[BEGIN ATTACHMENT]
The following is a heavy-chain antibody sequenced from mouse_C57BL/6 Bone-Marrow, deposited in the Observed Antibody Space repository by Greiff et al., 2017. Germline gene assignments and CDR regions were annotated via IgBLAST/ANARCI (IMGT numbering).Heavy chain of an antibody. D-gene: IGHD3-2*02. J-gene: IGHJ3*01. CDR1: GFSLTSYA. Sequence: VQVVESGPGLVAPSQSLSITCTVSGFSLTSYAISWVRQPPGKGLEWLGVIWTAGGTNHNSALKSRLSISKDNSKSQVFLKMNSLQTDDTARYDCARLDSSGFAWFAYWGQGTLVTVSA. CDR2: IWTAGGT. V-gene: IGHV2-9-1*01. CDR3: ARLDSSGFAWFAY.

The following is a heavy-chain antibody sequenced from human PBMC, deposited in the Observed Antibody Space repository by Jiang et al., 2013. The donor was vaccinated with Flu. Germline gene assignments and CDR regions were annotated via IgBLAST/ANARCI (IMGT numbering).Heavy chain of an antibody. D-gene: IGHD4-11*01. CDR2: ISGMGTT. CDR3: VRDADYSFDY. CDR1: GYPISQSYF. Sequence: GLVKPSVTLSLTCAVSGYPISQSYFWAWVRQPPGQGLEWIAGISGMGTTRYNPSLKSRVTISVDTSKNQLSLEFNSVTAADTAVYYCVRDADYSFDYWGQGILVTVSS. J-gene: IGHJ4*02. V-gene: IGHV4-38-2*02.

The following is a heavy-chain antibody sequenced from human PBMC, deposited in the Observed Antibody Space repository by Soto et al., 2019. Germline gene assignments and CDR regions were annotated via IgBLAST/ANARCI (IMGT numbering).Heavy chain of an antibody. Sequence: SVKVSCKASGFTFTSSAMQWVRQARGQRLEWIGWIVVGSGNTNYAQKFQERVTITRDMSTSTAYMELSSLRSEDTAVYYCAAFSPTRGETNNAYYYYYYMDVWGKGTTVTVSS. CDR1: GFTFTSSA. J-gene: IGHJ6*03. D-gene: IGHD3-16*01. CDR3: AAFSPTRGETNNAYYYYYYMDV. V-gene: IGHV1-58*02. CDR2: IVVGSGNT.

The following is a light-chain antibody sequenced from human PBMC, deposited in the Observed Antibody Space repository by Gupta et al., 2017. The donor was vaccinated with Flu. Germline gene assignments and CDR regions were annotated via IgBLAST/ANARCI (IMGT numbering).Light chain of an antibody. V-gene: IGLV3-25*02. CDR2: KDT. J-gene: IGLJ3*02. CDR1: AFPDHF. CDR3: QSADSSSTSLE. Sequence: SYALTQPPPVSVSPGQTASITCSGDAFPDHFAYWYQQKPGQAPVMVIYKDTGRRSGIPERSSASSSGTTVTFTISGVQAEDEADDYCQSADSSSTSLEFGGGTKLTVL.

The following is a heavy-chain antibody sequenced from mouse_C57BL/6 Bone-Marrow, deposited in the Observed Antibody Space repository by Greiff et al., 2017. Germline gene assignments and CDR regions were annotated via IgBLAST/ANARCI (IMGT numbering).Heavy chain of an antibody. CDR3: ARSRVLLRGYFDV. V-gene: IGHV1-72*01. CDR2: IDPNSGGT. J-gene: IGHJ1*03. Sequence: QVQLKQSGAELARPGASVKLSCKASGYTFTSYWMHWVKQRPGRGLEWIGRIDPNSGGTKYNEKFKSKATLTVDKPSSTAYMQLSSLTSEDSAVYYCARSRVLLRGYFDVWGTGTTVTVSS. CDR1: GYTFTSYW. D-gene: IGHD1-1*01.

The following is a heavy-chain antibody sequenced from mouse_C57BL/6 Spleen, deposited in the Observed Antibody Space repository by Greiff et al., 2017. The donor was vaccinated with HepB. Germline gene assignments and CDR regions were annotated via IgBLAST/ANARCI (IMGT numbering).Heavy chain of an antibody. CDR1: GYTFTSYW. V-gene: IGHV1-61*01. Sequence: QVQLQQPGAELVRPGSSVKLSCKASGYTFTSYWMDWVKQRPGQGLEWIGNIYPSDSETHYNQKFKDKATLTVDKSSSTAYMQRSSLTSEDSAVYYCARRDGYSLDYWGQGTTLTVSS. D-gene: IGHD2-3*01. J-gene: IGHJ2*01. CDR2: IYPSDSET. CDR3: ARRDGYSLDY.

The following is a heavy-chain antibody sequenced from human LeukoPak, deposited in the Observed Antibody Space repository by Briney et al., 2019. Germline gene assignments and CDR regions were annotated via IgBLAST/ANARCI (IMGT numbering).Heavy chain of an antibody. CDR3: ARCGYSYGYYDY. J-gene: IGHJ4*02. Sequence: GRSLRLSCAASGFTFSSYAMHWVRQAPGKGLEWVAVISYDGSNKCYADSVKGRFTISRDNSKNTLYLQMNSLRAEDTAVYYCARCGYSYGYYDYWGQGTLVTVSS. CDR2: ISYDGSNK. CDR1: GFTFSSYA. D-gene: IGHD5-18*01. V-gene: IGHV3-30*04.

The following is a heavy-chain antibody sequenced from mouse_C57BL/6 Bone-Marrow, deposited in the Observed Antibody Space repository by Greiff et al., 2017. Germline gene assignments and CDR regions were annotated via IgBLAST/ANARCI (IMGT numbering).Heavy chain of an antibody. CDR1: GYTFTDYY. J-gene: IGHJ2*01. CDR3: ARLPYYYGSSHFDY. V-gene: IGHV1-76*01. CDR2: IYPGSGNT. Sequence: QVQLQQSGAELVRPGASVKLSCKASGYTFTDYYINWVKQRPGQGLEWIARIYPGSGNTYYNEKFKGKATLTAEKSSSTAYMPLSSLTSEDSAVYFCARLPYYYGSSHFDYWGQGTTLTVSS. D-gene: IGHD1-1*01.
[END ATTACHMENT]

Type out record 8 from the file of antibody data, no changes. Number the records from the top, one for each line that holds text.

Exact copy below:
The following is a heavy-chain antibody sequenced from mouse_C57BL/6 Bone-Marrow, deposited in the Observed Antibody Space repository by Greiff et al., 2017. Germline gene assignments and CDR regions were annotated via IgBLAST/ANARCI (IMGT numbering).Heavy chain of an antibody. CDR1: GYTFTDYY. J-gene: IGHJ2*01. CDR3: ARLPYYYGSSHFDY. V-gene: IGHV1-76*01. CDR2: IYPGSGNT. Sequence: QVQLQQSGAELVRPGASVKLSCKASGYTFTDYYINWVKQRPGQGLEWIARIYPGSGNTYYNEKFKGKATLTAEKSSSTAYMPLSSLTSEDSAVYFCARLPYYYGSSHFDYWGQGTTLTVSS. D-gene: IGHD1-1*01.